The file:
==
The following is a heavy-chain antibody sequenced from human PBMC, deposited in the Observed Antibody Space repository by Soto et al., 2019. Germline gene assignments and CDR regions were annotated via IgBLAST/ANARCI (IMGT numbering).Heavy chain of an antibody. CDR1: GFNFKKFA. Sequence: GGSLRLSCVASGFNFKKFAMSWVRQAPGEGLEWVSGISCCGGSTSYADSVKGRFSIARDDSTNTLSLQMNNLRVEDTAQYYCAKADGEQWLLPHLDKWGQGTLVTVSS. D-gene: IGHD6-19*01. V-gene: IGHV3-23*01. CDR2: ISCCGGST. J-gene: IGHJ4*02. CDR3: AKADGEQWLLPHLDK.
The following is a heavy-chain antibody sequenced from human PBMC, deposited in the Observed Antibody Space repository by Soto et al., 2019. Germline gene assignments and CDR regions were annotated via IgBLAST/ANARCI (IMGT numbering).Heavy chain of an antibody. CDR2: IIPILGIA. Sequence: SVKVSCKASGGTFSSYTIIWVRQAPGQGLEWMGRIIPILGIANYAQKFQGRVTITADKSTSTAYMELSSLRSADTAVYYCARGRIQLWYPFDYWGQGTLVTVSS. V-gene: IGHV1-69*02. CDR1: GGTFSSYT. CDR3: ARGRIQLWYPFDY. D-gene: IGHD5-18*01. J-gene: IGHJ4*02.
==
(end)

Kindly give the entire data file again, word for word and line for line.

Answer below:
The following is a heavy-chain antibody sequenced from human PBMC, deposited in the Observed Antibody Space repository by Soto et al., 2019. Germline gene assignments and CDR regions were annotated via IgBLAST/ANARCI (IMGT numbering).Heavy chain of an antibody. CDR1: GFNFKKFA. Sequence: GGSLRLSCVASGFNFKKFAMSWVRQAPGEGLEWVSGISCCGGSTSYADSVKGRFSIARDDSTNTLSLQMNNLRVEDTAQYYCAKADGEQWLLPHLDKWGQGTLVTVSS. D-gene: IGHD6-19*01. V-gene: IGHV3-23*01. CDR2: ISCCGGST. J-gene: IGHJ4*02. CDR3: AKADGEQWLLPHLDK.
The following is a heavy-chain antibody sequenced from human PBMC, deposited in the Observed Antibody Space repository by Soto et al., 2019. Germline gene assignments and CDR regions were annotated via IgBLAST/ANARCI (IMGT numbering).Heavy chain of an antibody. CDR2: IIPILGIA. Sequence: SVKVSCKASGGTFSSYTIIWVRQAPGQGLEWMGRIIPILGIANYAQKFQGRVTITADKSTSTAYMELSSLRSADTAVYYCARGRIQLWYPFDYWGQGTLVTVSS. V-gene: IGHV1-69*02. CDR1: GGTFSSYT. CDR3: ARGRIQLWYPFDY. D-gene: IGHD5-18*01. J-gene: IGHJ4*02.